A misunderstanding about IPP exits—it’s seen as optional, rather than as a professional obligation. IPP success requires clarity about the values and obligations of the professional role, which transcend the specific discipline. It requires each team member to understand and appreciate their unique role contributions and the roles of others. Role clarity guides how each member contributes and interacts within and among interprofessional teams. This is an important step given professional education and experience variations. Role clarity fosters an environment vital for open and transparent dialogue and decision-making based on best evidence and experience from multiple sources. This approach diminishes territorialism among team members and boosts the potential for cultural transformation.  

Shared professional identity

Interprofessional practice success requires that members of each profession have a shared role identity. The professional role represents a commitment to a basic set of agreed-upon obligations and longstanding principles that all professions must uphold. They include autonomous, self-directed decision-making; a science-based body of knowledge; standards of practice and a code of ethics that justify autonomous decision-making; and a commitment to serve the public. In this way, members of different professions share an important bond.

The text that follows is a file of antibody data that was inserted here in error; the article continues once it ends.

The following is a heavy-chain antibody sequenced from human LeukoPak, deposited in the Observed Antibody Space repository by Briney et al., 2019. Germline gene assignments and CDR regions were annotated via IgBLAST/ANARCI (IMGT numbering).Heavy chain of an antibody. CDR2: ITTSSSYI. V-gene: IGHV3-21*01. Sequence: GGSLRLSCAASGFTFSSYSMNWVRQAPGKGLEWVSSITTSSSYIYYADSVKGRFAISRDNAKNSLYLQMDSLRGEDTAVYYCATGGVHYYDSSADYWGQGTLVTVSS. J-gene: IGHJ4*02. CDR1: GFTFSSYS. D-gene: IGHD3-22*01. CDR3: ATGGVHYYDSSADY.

The Model of the Professional Role helps individual team members visualize role obligations and depicts how they interrelate. The four professional roles—leader/decision-maker, scientist, practitioner, transferor of knowledge—function interrelatedly and dynamically. You can’t have one without the others. The model shows the integration and alignment of the basic rules of a profession that lead to a role-, science-, standards-, and ethics-driven practice and highlights a common identity grounded in shared professional role obligations. (See Model of the professional role.)  

All professions have self-directed authority and autonomous decision-making practice (leader/decision-maker), base their practice on science and evidence (scientist), transfer knowledge to advance the practice (transferor of knowledge), and ensure core discipline-specific knowledge and safeguard those they serve (practitioner). Each profession must internalize these role components, recognize them as a common denominator of all professions, and use them as the basis of their unique professional focus. (See Knowledge transfer.)